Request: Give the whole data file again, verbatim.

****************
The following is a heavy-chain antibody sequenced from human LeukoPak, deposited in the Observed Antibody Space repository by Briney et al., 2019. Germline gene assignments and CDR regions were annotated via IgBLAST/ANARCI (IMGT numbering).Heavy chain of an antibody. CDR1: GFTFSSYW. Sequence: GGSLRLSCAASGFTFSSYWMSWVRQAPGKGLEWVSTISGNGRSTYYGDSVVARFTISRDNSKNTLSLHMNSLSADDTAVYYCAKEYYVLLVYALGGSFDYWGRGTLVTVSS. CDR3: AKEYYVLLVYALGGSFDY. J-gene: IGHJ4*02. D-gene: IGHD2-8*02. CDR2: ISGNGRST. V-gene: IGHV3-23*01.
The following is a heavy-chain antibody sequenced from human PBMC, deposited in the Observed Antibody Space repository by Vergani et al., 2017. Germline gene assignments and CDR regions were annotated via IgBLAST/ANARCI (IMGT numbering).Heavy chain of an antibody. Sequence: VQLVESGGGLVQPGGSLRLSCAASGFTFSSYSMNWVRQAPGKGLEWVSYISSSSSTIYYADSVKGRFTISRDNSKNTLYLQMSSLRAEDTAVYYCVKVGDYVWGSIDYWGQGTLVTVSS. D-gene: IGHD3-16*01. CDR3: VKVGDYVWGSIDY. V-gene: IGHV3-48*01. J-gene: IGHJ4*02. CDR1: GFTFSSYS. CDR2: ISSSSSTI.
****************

The following is a heavy-chain antibody sequenced from human LeukoPak, deposited in the Observed Antibody Space repository by Briney et al., 2019. Germline gene assignments and CDR regions were annotated via IgBLAST/ANARCI (IMGT numbering).Heavy chain of an antibody. CDR1: GFTFSSYW. Sequence: GGSLRLSCAASGFTFSSYWMSWVRQAPGKGLEWVSTISGNGRSTYYGDSVVARFTISRDNSKNTLSLHMNSLSADDTAVYYCAKEYYVLLVYALGGSFDYWGRGTLVTVSS. CDR3: AKEYYVLLVYALGGSFDY. J-gene: IGHJ4*02. D-gene: IGHD2-8*02. CDR2: ISGNGRST. V-gene: IGHV3-23*01.
The following is a heavy-chain antibody sequenced from human PBMC, deposited in the Observed Antibody Space repository by Vergani et al., 2017. Germline gene assignments and CDR regions were annotated via IgBLAST/ANARCI (IMGT numbering).Heavy chain of an antibody. Sequence: VQLVESGGGLVQPGGSLRLSCAASGFTFSSYSMNWVRQAPGKGLEWVSYISSSSSTIYYADSVKGRFTISRDNSKNTLYLQMSSLRAEDTAVYYCVKVGDYVWGSIDYWGQGTLVTVSS. D-gene: IGHD3-16*01. CDR3: VKVGDYVWGSIDY. V-gene: IGHV3-48*01. J-gene: IGHJ4*02. CDR1: GFTFSSYS. CDR2: ISSSSSTI.